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Band sets

SkuleTM Nite 8T0 Bandset Creation

SkuleNite 0T8 Bandset creation SkuleNite 0T8 Bandset creation

Drawings from SkuleTM Nite 8T5 Bandset

Elevation drawings, preliminary and final, of Skule Nite 8T5 band set

Preliminary (pen & ink on vellum) elevation drawing of SkuleTM Nite 8T5 band set (design by S.D. Roberts)

Elevation drawings, preliminary and final, of Skule Nite 8T5 band set

Final (pen & ink on vellum) elevation drawing of SkuleTM Nite 8T5 band set (design by Steve Roberts, construction by Allan Teichman and Lee Verhoeff)

(The final drawing is missing the Twin Towers. Yes, this was pre-9/11.)
 
This was the first band set. 
 
Between 1979 and 1982, the band, which was a small combo, sat in the right side of the house, in front of the front row. In 1983, Director Rob West placed a larger band on stage, at the back (“upstage"), spanning the width of the stage. The band would be revealed for musical numbers. Wayne Levin kept the band on stage in 1984. 
 
In 1985, Steve Roberts, inspired by the 1980 film The Blues Brothers, designed a set that would provide a backdrop for the show and frame the band, to be seated on scaffolding. This set, constructed by Stage Manager and Assistant Director Allan Teichman (now at The Shaw Festival) with Producer Lee Verhoeff, featured backlit “windows” to harmonize the the theme of “a night on the town.”
 
Later Skule Nites dispensed with the idea of a complex backdrop, likely for time and budget reasons, and returned the band to stage level, visible to the audience. However, this practice was eventually discontinued in favour of hiding the band from the audience, possibly because of the band’s annual final night prank, which were visible to the audience.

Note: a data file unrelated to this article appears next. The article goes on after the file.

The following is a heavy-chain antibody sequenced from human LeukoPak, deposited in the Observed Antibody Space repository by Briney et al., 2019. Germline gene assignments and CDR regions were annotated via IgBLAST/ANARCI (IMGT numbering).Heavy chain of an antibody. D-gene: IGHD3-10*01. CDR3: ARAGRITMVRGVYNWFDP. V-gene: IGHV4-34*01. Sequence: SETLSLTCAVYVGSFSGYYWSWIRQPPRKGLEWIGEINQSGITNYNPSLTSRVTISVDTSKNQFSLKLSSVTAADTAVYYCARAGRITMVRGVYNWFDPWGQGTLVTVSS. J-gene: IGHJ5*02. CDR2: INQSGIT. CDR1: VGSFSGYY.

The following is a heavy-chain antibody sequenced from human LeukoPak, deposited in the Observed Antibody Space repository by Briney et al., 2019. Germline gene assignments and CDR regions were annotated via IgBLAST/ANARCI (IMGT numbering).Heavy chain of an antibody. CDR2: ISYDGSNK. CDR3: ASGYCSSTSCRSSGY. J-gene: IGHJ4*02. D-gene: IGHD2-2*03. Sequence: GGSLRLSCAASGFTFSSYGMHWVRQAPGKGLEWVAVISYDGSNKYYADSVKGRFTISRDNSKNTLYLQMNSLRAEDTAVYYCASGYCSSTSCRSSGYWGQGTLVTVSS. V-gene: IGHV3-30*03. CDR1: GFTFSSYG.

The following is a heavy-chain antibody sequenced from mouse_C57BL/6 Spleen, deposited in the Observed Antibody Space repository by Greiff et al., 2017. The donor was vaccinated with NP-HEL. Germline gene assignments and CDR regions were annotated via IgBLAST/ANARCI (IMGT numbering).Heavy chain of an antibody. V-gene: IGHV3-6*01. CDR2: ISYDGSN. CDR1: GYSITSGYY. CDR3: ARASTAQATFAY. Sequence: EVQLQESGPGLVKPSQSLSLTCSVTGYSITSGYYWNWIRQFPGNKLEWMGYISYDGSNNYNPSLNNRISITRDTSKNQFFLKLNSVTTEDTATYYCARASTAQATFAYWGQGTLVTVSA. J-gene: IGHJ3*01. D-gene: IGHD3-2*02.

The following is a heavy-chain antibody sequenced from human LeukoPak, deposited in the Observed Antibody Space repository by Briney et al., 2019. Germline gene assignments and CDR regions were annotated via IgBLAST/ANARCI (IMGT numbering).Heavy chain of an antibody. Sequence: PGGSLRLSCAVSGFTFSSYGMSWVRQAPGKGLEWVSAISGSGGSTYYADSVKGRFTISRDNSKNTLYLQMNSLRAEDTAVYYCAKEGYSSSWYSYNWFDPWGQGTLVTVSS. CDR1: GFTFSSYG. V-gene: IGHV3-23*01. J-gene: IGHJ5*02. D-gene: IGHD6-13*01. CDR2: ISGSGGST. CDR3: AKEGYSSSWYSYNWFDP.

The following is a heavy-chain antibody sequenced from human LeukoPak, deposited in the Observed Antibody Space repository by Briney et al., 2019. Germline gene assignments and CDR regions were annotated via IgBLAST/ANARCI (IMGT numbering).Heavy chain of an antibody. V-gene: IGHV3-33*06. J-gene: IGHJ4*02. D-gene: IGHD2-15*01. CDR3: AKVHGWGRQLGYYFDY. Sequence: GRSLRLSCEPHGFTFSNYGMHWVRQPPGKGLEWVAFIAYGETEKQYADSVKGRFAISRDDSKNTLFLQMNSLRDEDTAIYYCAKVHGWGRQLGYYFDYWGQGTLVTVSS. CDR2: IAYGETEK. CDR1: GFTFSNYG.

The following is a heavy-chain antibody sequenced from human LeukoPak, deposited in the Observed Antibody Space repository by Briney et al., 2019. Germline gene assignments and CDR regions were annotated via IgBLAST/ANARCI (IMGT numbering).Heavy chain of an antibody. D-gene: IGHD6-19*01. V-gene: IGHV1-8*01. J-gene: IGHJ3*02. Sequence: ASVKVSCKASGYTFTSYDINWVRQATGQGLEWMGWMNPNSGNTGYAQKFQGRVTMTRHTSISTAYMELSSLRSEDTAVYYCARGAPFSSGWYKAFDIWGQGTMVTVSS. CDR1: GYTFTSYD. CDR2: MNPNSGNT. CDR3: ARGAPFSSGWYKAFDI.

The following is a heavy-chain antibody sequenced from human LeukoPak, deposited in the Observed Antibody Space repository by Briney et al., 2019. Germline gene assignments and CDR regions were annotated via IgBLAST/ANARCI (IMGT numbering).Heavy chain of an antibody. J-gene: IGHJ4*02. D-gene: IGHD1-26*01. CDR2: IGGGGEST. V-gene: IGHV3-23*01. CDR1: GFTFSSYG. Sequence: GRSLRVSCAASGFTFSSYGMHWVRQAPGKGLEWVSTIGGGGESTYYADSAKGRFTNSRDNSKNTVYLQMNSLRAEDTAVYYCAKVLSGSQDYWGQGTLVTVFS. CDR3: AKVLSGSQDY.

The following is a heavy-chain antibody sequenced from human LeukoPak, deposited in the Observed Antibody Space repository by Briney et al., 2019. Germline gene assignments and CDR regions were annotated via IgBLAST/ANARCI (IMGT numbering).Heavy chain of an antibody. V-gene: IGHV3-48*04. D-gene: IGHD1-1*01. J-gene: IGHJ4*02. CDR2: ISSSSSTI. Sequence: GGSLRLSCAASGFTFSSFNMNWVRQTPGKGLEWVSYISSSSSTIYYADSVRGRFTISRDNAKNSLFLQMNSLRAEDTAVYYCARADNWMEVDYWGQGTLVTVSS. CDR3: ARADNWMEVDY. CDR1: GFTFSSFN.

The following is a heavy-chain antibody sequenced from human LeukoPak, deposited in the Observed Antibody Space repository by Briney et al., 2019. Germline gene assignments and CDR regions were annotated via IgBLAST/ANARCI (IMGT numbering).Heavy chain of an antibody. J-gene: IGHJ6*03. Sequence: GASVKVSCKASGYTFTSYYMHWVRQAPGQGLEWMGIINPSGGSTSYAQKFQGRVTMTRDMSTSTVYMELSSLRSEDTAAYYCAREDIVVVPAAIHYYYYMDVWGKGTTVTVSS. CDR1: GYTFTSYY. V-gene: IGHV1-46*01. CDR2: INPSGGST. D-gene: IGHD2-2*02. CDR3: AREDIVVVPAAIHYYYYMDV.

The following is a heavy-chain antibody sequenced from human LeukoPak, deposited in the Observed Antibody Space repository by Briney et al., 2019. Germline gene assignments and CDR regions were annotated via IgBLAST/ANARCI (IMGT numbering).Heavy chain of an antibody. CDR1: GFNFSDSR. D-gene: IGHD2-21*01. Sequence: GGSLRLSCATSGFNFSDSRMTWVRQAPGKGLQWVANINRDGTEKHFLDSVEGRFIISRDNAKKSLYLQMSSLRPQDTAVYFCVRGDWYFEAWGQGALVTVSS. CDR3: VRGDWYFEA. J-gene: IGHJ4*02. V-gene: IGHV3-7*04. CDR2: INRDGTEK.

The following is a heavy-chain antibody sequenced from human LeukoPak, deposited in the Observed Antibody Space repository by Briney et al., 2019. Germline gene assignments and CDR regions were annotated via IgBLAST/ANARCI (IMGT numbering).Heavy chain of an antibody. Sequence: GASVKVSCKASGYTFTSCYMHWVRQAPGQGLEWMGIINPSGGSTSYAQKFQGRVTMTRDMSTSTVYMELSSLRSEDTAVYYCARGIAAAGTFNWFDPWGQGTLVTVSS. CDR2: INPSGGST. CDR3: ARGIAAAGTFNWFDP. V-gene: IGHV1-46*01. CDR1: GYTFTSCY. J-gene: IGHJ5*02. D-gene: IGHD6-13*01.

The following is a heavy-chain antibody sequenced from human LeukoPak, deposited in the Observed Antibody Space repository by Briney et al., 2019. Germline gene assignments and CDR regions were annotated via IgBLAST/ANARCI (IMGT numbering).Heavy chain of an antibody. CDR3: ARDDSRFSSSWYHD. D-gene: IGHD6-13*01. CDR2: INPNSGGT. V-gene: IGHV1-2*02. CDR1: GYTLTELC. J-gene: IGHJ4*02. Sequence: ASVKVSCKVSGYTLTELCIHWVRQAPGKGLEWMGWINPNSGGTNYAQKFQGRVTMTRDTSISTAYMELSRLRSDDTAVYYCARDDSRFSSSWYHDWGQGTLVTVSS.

While band pranks were usually wardrobe-related (or lack thereof), I recall a particularly good one, which actually improved the show, according to the director, Rajko Krminac. The sketch was set on a city street, and the musical number was a gritty Tom Waits song. Mid-run, the three-piece horn section thought it would be a good idea to play our parts onstage, in ratty trench coats, as if busking for change. Since the band was right behind us onstage, and the set changes allowed us to enter and exit behind the curtains, it went off without a hitch. The singer turned around near the end of the song, just to see what he was hearing. I wish we had the idea back in rehearsal, because Rajko loved it. Prank ideas, while they are (or should be) approved by the Stage Manager, do need to be crafted in rehearsal, since they can improve the show. Sometimes. S.D. Roberts Cast 8T0, 8T2, 8T4; Design 8T1, 8T3, 8T4, 8T5; Band (Trumpet) 8T3, 8T7, 9T6; Director 8T5; Writer 8T4, 8T5, 8T6, 8T7; Videography 9T3, 9T5; Photography 9T7; Fossil 8T6, 9T1, 9T4